How School Gardens Could Help Kids Try More Veggies

illustration of school kids gardening

Joshua Seong / Verywell

Key Takeaways

  • Gardening programs at school can increase children’s vegetable exposure and consumption.
  • Exposure can mean reading, gardening, or trying new vegetables at home.

Getting children to eat vegetables is notoriously challenging. But new research suggests that garden, nutrition, and cooking programs in schools can positively influence children’s vegetable intake.

The study follows up on previous research that implemented a garden, nutrition, and cooking program in an after-school care setting. In the after-school care study, children were provided intensive lessons over a 12-week period, which resulted in healthier body weight, BMI, and waist circumference and increased vegetable intake for participants.

Researchers sought to find out if they would receive similar results if the program was implemented into the school curriculum and taught during class time across a full school year, thus targeting a larger number of children.

They also sought to implement this in schools containing a high proportion of low-income Hispanic families, due to these children statistically having the lowest fruit and vegetable consumption among children in the United States.

Body Mass Index (BMI) is a dated, biased measure that doesn’t account for several factors, such as body composition, ethnicity, race, gender, and age.

Despite being a flawed measure, BMI is widely used today in the medical community because it is an inexpensive and quick method for analyzing potential health status and outcomes.

What the Study Shows

The study published in the International Journal of Behavioral Nutrition and Physical Activity conducted a cluster-randomized control trial across 16 schools and three years, with eight intervention schools receiving the gardening program for one school year each. The other eight schools did not receive the program, so researchers could compare results between schools.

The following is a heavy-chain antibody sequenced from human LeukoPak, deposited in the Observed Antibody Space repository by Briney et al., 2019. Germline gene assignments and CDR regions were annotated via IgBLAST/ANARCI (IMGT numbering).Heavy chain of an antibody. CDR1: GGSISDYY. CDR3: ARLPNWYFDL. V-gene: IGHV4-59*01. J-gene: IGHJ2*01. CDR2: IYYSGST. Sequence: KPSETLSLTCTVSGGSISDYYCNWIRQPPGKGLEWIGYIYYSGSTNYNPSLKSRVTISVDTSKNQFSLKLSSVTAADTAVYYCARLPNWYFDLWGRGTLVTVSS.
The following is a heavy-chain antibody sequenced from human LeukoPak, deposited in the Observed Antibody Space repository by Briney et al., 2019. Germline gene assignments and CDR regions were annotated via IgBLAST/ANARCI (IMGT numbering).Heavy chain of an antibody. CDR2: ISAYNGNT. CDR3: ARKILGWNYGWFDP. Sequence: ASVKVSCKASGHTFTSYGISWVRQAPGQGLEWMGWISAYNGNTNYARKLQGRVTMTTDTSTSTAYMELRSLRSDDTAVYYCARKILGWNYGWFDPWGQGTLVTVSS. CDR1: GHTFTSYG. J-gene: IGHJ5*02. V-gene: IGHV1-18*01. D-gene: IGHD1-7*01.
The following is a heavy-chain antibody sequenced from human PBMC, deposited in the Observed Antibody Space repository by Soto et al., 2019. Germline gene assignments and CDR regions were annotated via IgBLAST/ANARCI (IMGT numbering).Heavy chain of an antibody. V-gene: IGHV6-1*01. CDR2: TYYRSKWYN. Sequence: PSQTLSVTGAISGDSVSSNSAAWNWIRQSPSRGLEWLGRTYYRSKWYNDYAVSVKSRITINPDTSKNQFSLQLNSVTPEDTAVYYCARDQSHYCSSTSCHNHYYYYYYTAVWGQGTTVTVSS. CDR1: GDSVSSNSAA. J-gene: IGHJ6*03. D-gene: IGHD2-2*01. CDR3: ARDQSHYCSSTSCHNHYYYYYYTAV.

Children in grades 3 to 5 received a total of 18 60-minute lessons by a specialized teacher across the school year. Over the course of this year, classes covered the following topics:

  • Healthy cooking and preparation of fruits & vegetables
  • Making nutritious food choices in different environments
  • Eating locally produced food and low sugar beverages made with fruit and vegetables
  • Health benefits of fresh fruit and vegetables
  • How to eat healthily when fresh fruit and vegetables are in scarce supply
  • Food equity and community service

The intervention schools had a garden built at the school as part of the program. It was used in the specialized classes to teach children first hand about growing their own fresh produce.

Parental information nights were scheduled at the intervention schools to inform and involve parents, however, participation at these events was low. “Transportation issue[s] prevented many families from coming,” explains lead researcher Dr. Jaimie Davis, “Over 80% of these school populations take the bus, and our data show that a large number of families have one car, so getting to school was a challenge.”

The program found that vegetable intake among children did increase significantly across the year. There were no changes in BMI, blood pressure, and waist circumference, nor in the consumption of fruit or high sugar beverages.

Dr. Jaimie Davis, RD, PhD

Teaching children to grow their own food is a powerful tool to increasing preference and intake of those vegetable[s]

— Dr. Jaimie Davis, RD, PhD

“While our intervention effectively increased vegetable intake, it was not enough to move the dial on childhood obesity,” admits Davis. However, even in the absence of weight loss, increased vegetable intake still has positive impacts on health.

“Increased vegetable intake can reduce metabolic diseases, even if weight loss does not occur,” explains Davis. “Our preliminary data are showing that [our program], compared to [the] control group, did improve glucose tolerance and lower blood lipids, and those findings will be coming out soon.”

How Increased Veggies Can Improve Overall Health

Despite there being no change to childhood obesity rates in the short term with this intervention, registered dietician Kerry Jones says that the benefits of increased fruit and vegetable intake are still significant. Consumption of fresh fruit and vegetables can improve health because of the high concentration of fiber, vitamins, and minerals contained in these foods.

“There are several benefits of eating more fruit and vegetables on a daily basis, from decreased risk of chronic diseases, such as cardiovascular disease, high cholesterol, diabetes, and some types of cancer,” says Jones.